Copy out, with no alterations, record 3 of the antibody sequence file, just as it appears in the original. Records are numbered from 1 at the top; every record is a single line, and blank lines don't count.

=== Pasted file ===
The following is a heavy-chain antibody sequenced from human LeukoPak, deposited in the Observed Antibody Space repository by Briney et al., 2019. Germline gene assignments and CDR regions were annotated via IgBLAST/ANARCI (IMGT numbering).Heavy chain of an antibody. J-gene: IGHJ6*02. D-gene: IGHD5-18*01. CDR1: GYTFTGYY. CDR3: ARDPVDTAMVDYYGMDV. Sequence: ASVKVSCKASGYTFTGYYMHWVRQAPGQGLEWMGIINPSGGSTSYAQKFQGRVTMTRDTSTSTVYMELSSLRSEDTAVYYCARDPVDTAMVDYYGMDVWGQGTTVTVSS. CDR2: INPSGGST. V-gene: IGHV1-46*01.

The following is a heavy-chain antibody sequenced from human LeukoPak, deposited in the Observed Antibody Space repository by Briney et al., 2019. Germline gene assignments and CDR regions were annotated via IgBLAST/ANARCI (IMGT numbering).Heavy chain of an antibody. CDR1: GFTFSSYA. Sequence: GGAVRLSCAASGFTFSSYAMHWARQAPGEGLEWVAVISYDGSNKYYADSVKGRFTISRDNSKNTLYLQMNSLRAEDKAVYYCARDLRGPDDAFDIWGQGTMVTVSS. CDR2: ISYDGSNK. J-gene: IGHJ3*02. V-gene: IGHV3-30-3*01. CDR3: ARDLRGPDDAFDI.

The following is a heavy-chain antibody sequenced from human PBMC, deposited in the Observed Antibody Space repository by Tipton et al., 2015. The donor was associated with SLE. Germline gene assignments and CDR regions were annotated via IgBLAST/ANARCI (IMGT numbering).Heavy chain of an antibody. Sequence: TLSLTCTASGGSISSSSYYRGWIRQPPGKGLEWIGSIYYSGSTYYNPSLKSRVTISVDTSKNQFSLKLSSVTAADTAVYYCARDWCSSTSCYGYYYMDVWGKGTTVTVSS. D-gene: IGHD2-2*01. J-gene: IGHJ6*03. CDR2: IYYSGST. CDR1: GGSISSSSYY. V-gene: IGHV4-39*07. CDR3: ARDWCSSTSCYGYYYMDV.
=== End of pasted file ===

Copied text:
The following is a heavy-chain antibody sequenced from human PBMC, deposited in the Observed Antibody Space repository by Tipton et al., 2015. The donor was associated with SLE. Germline gene assignments and CDR regions were annotated via IgBLAST/ANARCI (IMGT numbering).Heavy chain of an antibody. Sequence: TLSLTCTASGGSISSSSYYRGWIRQPPGKGLEWIGSIYYSGSTYYNPSLKSRVTISVDTSKNQFSLKLSSVTAADTAVYYCARDWCSSTSCYGYYYMDVWGKGTTVTVSS. D-gene: IGHD2-2*01. J-gene: IGHJ6*03. CDR2: IYYSGST. CDR1: GGSISSSSYY. V-gene: IGHV4-39*07. CDR3: ARDWCSSTSCYGYYYMDV.